Monday, January 10, 2005
Addicting students to fascism
A state high school has become the first in Britain to test pupils for illegal substances.
In an experiment being closely watched by drug experts and government ministers alike, Abbey School, in Faversham, Kent, has tested its first 10 pupils in an initially voluntary scheme.
The school has the test results but has not released them.
The scheme will eventually see 20 names selected at random every week among the school's 960 pupils, aged 11 to 19.
Those picked will be taken to the school's sick room, where a swab of saliva is taken and sent to an external laboratory to check traces of cannabis, ecstasy, cocaine, amphetamines and heroin.
It appears from the variety of tests that your average British middle-schooler and high-schooler is presented with a virtual cafeteria of drugs.
These "little" intrusions of the state into one's privacy always start off sounding so benign—
While Abbey School's regime sounds strict, both pupils and parents must give their consent, pupils on the day and parents in writing in advance. So far, families of 701 pupils have replied to a request, 85 per cent saying yes.
Additionally, those testing positive will not be expelled unless they are suspected of involvement in selling drugs, only cautioned or sent for counselling or treatment.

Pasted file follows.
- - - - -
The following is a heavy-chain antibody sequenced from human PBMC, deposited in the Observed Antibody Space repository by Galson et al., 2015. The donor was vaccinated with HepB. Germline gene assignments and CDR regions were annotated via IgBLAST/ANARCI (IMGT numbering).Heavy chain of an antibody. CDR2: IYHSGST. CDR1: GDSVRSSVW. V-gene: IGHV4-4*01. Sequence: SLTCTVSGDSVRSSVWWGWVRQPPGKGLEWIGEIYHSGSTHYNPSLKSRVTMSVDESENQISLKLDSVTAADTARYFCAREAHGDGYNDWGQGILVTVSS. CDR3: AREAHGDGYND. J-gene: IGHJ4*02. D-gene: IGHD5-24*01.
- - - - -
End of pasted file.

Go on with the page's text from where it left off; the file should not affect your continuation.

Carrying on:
"They will be asked whether they agree to be tested or not. Nobody will be tested against their will," said head teacher Peter Walker.
Why, bless my soul, that sounds just like the calls for prayer in American public schools. "No one will have to participate" ... "completely voluntary" ... "I'd never dream of forcing any child to pray. But don't you think it's odd that little Judy Miller always leaves the room at prayer time? Do you know anything about her parents?"
"If a child says no to being tested, we will call the parents into the school and discuss it."
You-Know-Who has a hand in this—
With drugs and education among the hottest political topics in Britain, the trial is being monitored closely by the government, with Prime Minister Tony Blair giving the idea his blessing in a recent newspaper article.
Of course, Labour is taking the more moderate position. Here's the Conservative view—
Head teachers "should actually have the power to require their pupils to do it or to face disciplinary action if they refuse", Conservative education spokesman Tim Collins told BBC radio.
"If we are serious about excluding drugs from our schools ... we can't just operate on a laissez-faire and voluntary basis."
Indeed not! Look on it as an opportunity for building the fascist state.
Reuters ran an earlier story on the school's drug-testing program that came to a remarkable conclusion—
Figures on the Home Office Web site, the latest available, say that for the year ending March 2003, drug offences recorded by police rose 16 percent over the previous year to 141,116.
Officials attributed the rise to increased police activity.
That ironic line had to have been written by a Brit.
The drug test: A new weapon for the bureaucrat? (1/4/05)